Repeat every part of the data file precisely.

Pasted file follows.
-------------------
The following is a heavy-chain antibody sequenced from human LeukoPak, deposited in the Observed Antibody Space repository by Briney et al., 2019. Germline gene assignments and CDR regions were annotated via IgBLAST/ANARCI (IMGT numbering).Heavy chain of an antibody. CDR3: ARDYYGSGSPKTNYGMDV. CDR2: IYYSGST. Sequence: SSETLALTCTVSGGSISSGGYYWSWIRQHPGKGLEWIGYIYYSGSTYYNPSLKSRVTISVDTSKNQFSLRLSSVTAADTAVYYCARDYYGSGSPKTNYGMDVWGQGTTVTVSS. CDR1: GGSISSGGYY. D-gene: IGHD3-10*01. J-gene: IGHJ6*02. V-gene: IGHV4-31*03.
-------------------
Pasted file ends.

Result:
The following is a heavy-chain antibody sequenced from human LeukoPak, deposited in the Observed Antibody Space repository by Briney et al., 2019. Germline gene assignments and CDR regions were annotated via IgBLAST/ANARCI (IMGT numbering).Heavy chain of an antibody. CDR3: ARDYYGSGSPKTNYGMDV. CDR2: IYYSGST. Sequence: SSETLALTCTVSGGSISSGGYYWSWIRQHPGKGLEWIGYIYYSGSTYYNPSLKSRVTISVDTSKNQFSLRLSSVTAADTAVYYCARDYYGSGSPKTNYGMDVWGQGTTVTVSS. CDR1: GGSISSGGYY. D-gene: IGHD3-10*01. J-gene: IGHJ6*02. V-gene: IGHV4-31*03.